Chapter 6 Theorizing Chronicity: Rhetoric, Representation, and Identification, on Pinterest
Sarah Ann Singer and Jordynn Jack
What is the most important takeaway from your chapter?
Theorizing chronicity as a rhetorical concept builds on research in medical anthropology and considers how identification is a complex, multi-layered process that can be beneficial for chronically ill individuals.
If you were making discussion questions for students (advanced undergraduates or early graduate students) to go along with your chapter, what would they be?
- What are the benefits of theorizing chronicity as a rhetorical tool or concept rather than an anthropological one?
- How else might you employ chronicity as a theory for work in RHM?
- How is chronicity enacted differently across other social media platforms (such as Instagram and Twitter)?
- Since the publication of this collection, what other representations of chronic illness have emerged?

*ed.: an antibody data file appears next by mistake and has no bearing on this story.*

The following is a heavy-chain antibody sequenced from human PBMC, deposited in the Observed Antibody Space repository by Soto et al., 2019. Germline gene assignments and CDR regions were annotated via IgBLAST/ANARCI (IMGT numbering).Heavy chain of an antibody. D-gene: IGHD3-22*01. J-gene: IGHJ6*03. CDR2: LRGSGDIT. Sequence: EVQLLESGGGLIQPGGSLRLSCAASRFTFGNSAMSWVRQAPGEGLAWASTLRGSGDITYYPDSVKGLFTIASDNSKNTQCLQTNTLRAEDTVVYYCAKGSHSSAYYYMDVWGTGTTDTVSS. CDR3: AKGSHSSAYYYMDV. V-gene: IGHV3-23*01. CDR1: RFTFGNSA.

What questions do you feel your chapter leaves un-examined or where would you go with it next?
Future scholars might conduct interview- or survey-based studies to learn about how individuals come to identify with various chronic illnesses. These studies might consider how rhetorical identifications have shifted over time. For example, when Chronic Fatigue Syndrome was reclassified as Myalgic Encephalomyelitis/Chronic Fatigue Syndrome (ME/CFS) in 2015, did new representations of the condition emerge? And if so, did these representations change how existing or newly diagnosed patients identified with the condition? Additionally, future work might extend this chapter to consider disidentification, drawing on work in queer theory and performance studies by scholars such as José Muñoz.
Is there anything that you want those new to the field to know about RHM?
Scholars who are new to RHM would benefit from knowing that the field is vast: extending from personal narratives to popular representations to professional discourse. While newcomers might assume that RHM focuses on doctor-patient communication (and it does!), RHM also offers opportunities to engage with a range of rhetors and discourses, from public representations to scientific publications to personal narratives. RHM scholars, in particular, aim to legitimize chronically ill and disabled individuals as rhetors and the vernacular rhetorics they produce.